The quadratus lumborum muscle, often called the QL, is a paired muscle of the left and right posterior abdominal wall. Meaning, there’s one on the left and the right side of your body, and they sit on the back side of your body. Each is irregular and quadrilateral in shape (quadratus… quadrilateral… hmmm). As the deepest abdominal muscle, it is commonly referred to as a back muscle.
The quadratus lumborum muscles originate from the top of the pelvis and connect to the lowest rib. Those two connection points make it very important for stabilization of the spine and supporting good posture. Contraction of one of the QL muscles causes lateral flexion of the lumbar spine (bending to one side), elevation of the pelvis (lifting of a hip), or both. Contraction of both sides causes extension of the lumbar spine (arching the back).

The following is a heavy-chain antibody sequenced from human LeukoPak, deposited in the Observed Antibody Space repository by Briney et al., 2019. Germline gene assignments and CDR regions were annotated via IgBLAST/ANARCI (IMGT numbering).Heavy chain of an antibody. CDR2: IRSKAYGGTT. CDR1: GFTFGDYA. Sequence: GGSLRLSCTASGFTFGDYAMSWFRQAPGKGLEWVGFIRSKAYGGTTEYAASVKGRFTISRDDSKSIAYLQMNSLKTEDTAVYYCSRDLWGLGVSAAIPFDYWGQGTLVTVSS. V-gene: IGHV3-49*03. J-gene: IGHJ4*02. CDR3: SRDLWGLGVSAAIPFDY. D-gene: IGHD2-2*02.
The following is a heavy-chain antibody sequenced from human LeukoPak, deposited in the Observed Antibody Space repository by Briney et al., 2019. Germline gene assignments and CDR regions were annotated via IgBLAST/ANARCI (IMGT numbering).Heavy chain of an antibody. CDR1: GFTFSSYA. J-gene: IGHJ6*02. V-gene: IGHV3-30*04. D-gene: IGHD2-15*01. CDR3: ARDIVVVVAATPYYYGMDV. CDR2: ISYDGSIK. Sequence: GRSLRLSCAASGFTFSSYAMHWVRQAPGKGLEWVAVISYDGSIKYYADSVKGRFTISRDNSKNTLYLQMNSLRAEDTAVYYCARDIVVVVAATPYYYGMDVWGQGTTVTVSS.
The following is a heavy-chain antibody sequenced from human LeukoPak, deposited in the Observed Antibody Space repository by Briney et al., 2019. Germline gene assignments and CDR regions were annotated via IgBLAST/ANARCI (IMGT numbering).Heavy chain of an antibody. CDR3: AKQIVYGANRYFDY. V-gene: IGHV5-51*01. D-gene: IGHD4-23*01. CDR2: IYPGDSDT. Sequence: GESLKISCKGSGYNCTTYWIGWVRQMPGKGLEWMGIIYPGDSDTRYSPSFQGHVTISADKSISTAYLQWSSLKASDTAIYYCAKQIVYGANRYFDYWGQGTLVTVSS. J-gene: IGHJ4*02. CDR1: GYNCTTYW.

The QL is one of the muscles that tends to be tight and overactive in many individuals (I can personally attest to this). In our current sedentary and seated lifestyle, the QL is constantly contracted which can cause lower back pain. There are many stretches that can help QL pain, both seated and standing. Give the ol’ Google machine a go if you are interested in those. If you are looking to work your QL muscles, try out some hip hikes (either hanging or one foot on a box) and single arm farmer carries.